For quite some time I have been wanting to experiment with video, either as a way to monitor meteor showers or to attach to one of my telescopes so groups of people can see what the telescope is seeing. I experimented with my Hitachi 8mm video camera back in 1997 and found it was possible to detect stars to magnitude 3 by just pointing it toward the sky. Not generally good enough for meteor watching.
During March and April of 1997, comet Hale-Bopp was in the sky. The video camera imaged the comet without the use of a telescope, and it also imaged one of the comet's hoods near the comet's nucleus when the camera was held up to the lens of my 13.1-inch reflector. Although this was exciting, this was an especially bright comet and the camera was not sensitive enough for anything less than a bright comet. Another thing I learned here was that the camera was way to heavy for the 13.1-inch reflector, as well as any smaller telescope, and extra weights would have to be attached to the telescope for this to work.
In March of 2001 I found out about the cameras at X10.com. These were security cameras, but, more importantly, they were very small. I bought the NightWatch Surveillance Camera and began trying it out. The camera has a 0.5 lux sensitivity rating, but because of the wide angle lens it actually performed worse that the Hitachi video camera when pointed at the sky without telescopic aid, but when attached to a telescope I was very pleased.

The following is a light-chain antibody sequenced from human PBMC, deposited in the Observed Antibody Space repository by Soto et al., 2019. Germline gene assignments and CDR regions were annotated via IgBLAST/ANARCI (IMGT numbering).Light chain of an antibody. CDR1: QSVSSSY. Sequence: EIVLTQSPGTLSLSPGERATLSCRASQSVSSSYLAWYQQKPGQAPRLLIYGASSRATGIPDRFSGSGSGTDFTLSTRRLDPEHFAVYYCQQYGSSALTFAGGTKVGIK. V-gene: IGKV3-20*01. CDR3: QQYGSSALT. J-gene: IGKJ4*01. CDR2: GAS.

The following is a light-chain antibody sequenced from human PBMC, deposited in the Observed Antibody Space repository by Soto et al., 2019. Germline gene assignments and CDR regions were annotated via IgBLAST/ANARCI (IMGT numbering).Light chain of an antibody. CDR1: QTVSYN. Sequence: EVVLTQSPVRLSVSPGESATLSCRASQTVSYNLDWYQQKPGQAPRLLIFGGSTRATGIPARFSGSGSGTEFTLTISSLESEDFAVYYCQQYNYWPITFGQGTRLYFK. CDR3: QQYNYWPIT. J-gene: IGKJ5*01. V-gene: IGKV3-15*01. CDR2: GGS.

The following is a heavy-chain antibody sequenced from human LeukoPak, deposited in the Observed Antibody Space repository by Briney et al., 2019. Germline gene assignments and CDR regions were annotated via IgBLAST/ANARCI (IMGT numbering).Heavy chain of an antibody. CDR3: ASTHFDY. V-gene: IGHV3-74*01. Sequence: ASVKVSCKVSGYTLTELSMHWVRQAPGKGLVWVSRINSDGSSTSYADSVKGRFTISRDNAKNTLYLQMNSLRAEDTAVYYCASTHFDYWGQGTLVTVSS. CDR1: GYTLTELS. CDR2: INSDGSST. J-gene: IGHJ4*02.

Some friends and I held an astronomy day at a local park on April 28. We tested the camera on the 27th and then on the 28th we attached the camera to both my 13.1-inch reflector and a 4.1-inch AstroPhysics refractor. People gathered around a television as the Astrophysics refractor tracked on the Sun and Moon. We were able to point at the monitor and talked about features on either object. I also put a video tape in and recorded most of what we looked at. Later, I attached the VCR to my computer and captured the following images:
The Moon's limb on 2001 April 27.
Looking along the terminator on the Moon on 2001 April 28.
Closeup of a large sunspot group on 2001 April 28.